"And all things are of God, who hath reconciled us to himself by Jesus Christ, and hath given to us the ministry of reconciliation." 2 Corinthians 5:18
To anyone who has been estranged for a time from someone dear to him or her, the word “reconciliation” holds a special meaning. It assumes two things. First, there was some kind of relationship previously; and two, something happened to sever that relationship.
In the case of this verse in 2 Corinthians, all mankind, because of Adam's transgression, are estranged from God at birth. Our inborn predisposition to sin only proves this. We are alienated first by birth and then by choice; and as the verse says, we are only able to patch things up with God because He was willing to “[reconcile] us to himself by Jesus Christ." It was God who was the offended Party, yet it was He who affected the reconciliation by offering His own Son as a payment for our sins. We, on the other hand, have merely to acknowledge the estrangement, confess to the blame, and accept the terms of reconcilation. It was God Who assumed the bulk of the responsibility, and who sustained the brunt of the consequences. You couldn't ask for a better deal.
I understand from the same verse in 2 Corinthians (as well as verse 19) that we as believers have been commissioned to do the same for the lost and dying world among whom we live and work. In Paul’s words, “(God) hath given to us the ministry of reconciliation.” In other words, the Church should not be training “soul-winners,” as such, but rather, “reconcilers.” We must do our best to make those with whom we come in contact understand that they have offended Almighty God; and if they too will acknowledge their sin and accept the gift of God's Son as the only means of reconciliation, we can offer them the same deal we got. In effect, say to them, “[W]e pray you in Christ’s stead, be ye reconciled to God” (v.20).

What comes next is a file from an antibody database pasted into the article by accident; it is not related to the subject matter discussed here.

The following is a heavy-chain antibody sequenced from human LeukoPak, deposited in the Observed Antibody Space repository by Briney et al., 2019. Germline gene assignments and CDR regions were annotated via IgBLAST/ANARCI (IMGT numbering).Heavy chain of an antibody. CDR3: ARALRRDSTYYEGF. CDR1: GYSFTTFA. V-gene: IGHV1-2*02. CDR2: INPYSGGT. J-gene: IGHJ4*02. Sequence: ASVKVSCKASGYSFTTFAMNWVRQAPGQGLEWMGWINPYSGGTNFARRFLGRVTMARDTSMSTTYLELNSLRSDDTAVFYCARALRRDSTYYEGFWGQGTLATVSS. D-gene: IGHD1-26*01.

But we should not leave it there. There are times when brothers and sisters in the family of God are in need of reconciliation one to another (Matt.5:24), and when family ties are broken for one reason or another (1 Cor.7:11). At such times, would this not call for the services of a "minister of reconciliation," as well? Is it not such people that our Lord is commending when He says, “Blessed are the peacemakers”?
In some cases, it is we ourselves who have been offended, as God was. What was His response? Or perhaps it is a brother or sister (physical or spiritual) who is estranged from someone else in the family (or Family). In either case, reconciliation is needed, at least to the extent that the parties themselves, and the Holy Spirit, will allow. Instead of fanning the flames of dissension (as is often the case), we should pour in oil and wine and try to bind up the wounds (Luke 10:34).
Many of us look for some ministry in the Body of Christ. Might I suggest the "ministry of reconciliation?" Oh, it's not a very showy one; in fact, it's more of a behind the scenes kind of mission. You probably will not be recognized from the pulpit or commended by the crowd, but you will have the sweet assurance that you are participating in a high and holy calling, one in which God Himself participates.
Will you take the challenge? Will you surrender to the ministry...the ministry of reconciliation?